What is malnutrition?

Malnutrition amongst the elderly is a very common condition, effecting 1 in 10 over 65’s in the UK. Malnutrition in later life can lead to many negative health consequences and reduce your quality of life. However, many of us are unaware of the warning signs indicating malnutrition or the severity of the consequence’s malnourishment can have on all aspects of your health. Therefore, it’s so important to raise awareness on how to recognise, prevent and treat malnourishment.

Common causes of malnutrition include difficulty chewing/ swallowing foods, feeling too fatigued to eat, having a poor appetite, not feeling educated on what are nutritional meal options, loss of ability to grocery shop, concern about food budgeting, or not being able to functionally prepare meals.

Risk of malnourishment is even higher in 2020 as COVID has massively affected support systems, particularly for the elderly. They may not be able to get grocery’s as frequently as they would like or make doctors’ appointments to discuss their health without being fearful of COVID. However, as we enter the winter it is so important to have good health as malnourishment can really increase your risk of becoming ill. This year it’s more important than ever to come together as a community to support the elderly to prevent malnutrition. What could you do? offer to do a weekly shop, fill the basket with nutritious foods or offer to cook a meal for an elderly relative once a week.

Who is this information aimed at?

  • If you are over 65 yourself, malnutrition education is vital to help prevent it. If you realise you may be currently experiencing malnutrition this information can help you find ways to enrich your diet or change your lifestyle.
  • If you are a health care professional who encounters elderly patients e.g. a GP or a carer, it is important to be able to recognise when a patient is malnourished and have the knowledge to make helpful recommendations.
  • If you have an elderly member of the family whose health you are concerned for you can pick up tips on how you can help improve their nutrition to improve their quality of live.

There are many negative consequences of malnutrition including:

  • Health conditions like sarcopenia where you lose muscle mass, contributing to increased fragility and risk of fractures and falls. Malnutrition can also prevent your immune system from functioning well making you more susceptible to illness.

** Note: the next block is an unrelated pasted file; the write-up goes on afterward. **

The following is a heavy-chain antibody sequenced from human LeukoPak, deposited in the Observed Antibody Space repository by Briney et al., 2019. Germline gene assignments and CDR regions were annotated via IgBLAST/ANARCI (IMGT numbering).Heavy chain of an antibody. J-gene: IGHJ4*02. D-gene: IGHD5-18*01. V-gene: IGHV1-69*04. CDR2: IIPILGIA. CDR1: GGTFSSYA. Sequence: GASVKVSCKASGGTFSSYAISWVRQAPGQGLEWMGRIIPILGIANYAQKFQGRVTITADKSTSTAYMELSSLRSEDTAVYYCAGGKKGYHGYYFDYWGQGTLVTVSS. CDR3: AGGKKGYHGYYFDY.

• Poor quality of life: malnutrition can cause constant fatigue effecting your ability to do daily living activities including socialising. This can also negatively impact your mental health and lead to depression.
  • Malnutrition is also a large cost to society. It is thought to cost the NHS 23.4 billion due to increased hospital admissions and longer stays.

Common warning signs to look out for that indicate risk of malnutrition include:

  • Clothes and jewellery fitting more loosely than usual.
  • A decrease in appetite
  • Losing a lot of weight without trying
  • Decrease in functional mobility effecting ability to cook and shop
  • Constant fatigue
  • Consistent low mood
  • Difficulty swallowing/ chewing your food

If you suspect malnutrition in yourself or an elderly relative, then it’s recommended to contact your local GP or a dietitian to discuss how to improve your nutrition and restore some weight. A self-screening assessment for malnutrition is available at https://www.malnutritionselfscreening.org/self-screening.html

Tackling Malnutrition

In order to tackle malnutrition often weight needs to be restored so it is important to incorporate more calories into your diet, which may go against your intuition on health but being underweight can cause just as many health complications as obesity, especially in later life. Here are some top tips on tackling malnutrition:

  • Enrich your meals with extra butter/ cream or milk powder to make your meals more energy dense. This is particularly important if you are very underweight, have lost your appetite.
  • If don’t feel hungry for your food try to eat small meals often that are energy dense
  • See if your local community hold any luncheon clubs to attend. Eating with others can improve your food satisfaction and improve your mood which may also be affecting your appetite.
  • Cook soft foods like macaroni and cheese, fish pie or soup if you are struggling to swallow or chew your food.
  • If you feel as though you don’t know the type of meals to eat you can contact your local dietitian for advice or visit our Facebook page for some recipe ideas that are enriched.
  • If you are concerned about shopping during the pandemic or have reduced mobility, you could do your grocery shopping online to get it delivered to your door. Or you could ask a family member if they wouldn’t mind doing your weekly grocery shop.
  • If you struggle to prepare you meals due to low energy levels or strength, then microwave meals can still be a very nutritional option. Meals on wheels or other food delivery services are also good options.

We hope you found this article helpful and will spread the word on the importance of preventing malnutrition in your community. If you want more information on the topic you can visit:

 

Information Written and Collated By Charlotte Jeffs, Intern at Sunlight Nutrition Limited

October 2020